Invited Talks

Marc Swerts
Tilburg University
Faculty of Humanities
Department of Communication and Information Science
Tilburg (the Netherlands)


Facial expressions in human-human and human-machine interactions

Speakers make extensive use of facial expressions for various communicative purposes, while their addressees are sensitive to such expressions when interpreting incoming sentences. In this talk, I will present results of research that shows how facial expressions are exploited for highlighting important pieces of information, for signalling how confident speakers are about what they try to convey, and for marking emotionally sensitive information. These results are primarily based on studies of human-human interactions, where specific techniques were used that ensure that the analysed data were ecologically valid. In addition, I will discuss how facial expressions are useful for improving the naturalness and efficiency of human-machine interactions, as an interface between the human and the machine.


Marc Swerts is a full professor in the Department of Communication and Information Science of the Faculty of Humanities at Tilburg University (The Netherlands). His current research aims to get a better understanding of how speakers exploit verbal of non-verbal forms of communication to exchange information with their addressees. He has served on the editorial board of three major journals in the field of language and speech research, and is the current co-editor-in-chief of Speech Communication. He was also elected as one of the two distinguished lecturers of the International Speech Communication Association (ISCA) for 2007-2008.



Susan Dumais
Microsoft Research.


Supporting Searchers in Searching

Search is the main entry point for an ever-increasing range of information, services, communications and entertainment. During the last decade, there have been tremendous advances in the scale of search systems and the diversity of available resources. Yet the tools that searchers use to express their information needs have changed very little. Search interfaces today look much the same as they did a decade ago. Searchers type a few words into a search box, and the search engine returns a long list of results. When the results fail to satisfy their information needs, they try again, and again with little support from the search engine. We can do much better than this. To do so will require developing techniques to understand queries and pages in context, and to improve the dialog between searchers and search engines. In this talk, I will discuss our recent efforts to address these challenges by: modeling searchers« interests and activities over time, representing non-content attributes such as time or genre, and developing interaction techniques that enable searchers to articulate their information needs more effectively.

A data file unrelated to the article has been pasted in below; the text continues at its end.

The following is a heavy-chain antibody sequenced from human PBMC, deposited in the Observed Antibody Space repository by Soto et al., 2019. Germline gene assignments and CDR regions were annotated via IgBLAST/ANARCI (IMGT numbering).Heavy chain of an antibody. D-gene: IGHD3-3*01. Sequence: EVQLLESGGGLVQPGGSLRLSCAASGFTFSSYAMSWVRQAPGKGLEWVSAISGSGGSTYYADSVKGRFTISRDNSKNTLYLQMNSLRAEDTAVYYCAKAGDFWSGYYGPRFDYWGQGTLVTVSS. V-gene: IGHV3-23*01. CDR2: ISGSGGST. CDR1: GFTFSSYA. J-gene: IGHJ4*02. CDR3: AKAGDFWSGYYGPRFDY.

Susan Dumais is a Principal Researcher at Microsoft Research where she heads the Context, Learning and User Experience for Search (CLUES) group. She has been at Microsoft Research since 1997 and has published widely in the areas of human-computer interaction and information retrieval. Her current research focuses on dynamic information environments, personal information management, user modeling and personalization, novel interfaces for interactive retrieval, and implicit measures of user interest and activity. She has worked closely with several Microsoft groups (Windows Desktop Search, MSN Search, SharePoint Portal Server and Office Help) on search-related innovations. Prior to joining Microsoft Research, she was at Bellcore and Bell Labs for many years, where she worked on Latent Semantic Indexing (a statistical method for concept-based retrieval), combining search and navigation, individual differences, and organizational impacts of new technology.

Susan has published more than 170 articles in the fields of information science, human-computer interaction, and cognitive science, and holds several patents on novel retrieval algorithms and interfaces. She is Past-Chair of ACM's Special Interest Group in Information Retrieval (SIGIR), and served on the NRC Committee on Computing and Communications Research to Enable Better Use of Information Technology in Digital Government, and the NRC Board on Assessment of NIST Programs. She is on the editorial boards of ACM: Transactions on Information Systems, ACM: Transactions on Human Computer Interaction, Human Computer Interaction, Information Processing and Management, Information Retrieval, New Review of Hypermedia and Multimedia, and the Annual Review of Information Science and Technology, an associate editor for the first and second editions of the Handbook of Applied Cognition, and on program committees for several conferences. She was elected to the CHI Academy in 2005, and an ACM Fellow in 2006. Susan is an adjunct professor in the Information School at the University of Washington, and has been a visiting faculty member at Stevens Institute of Technology, New York University, and the University of Chicago.

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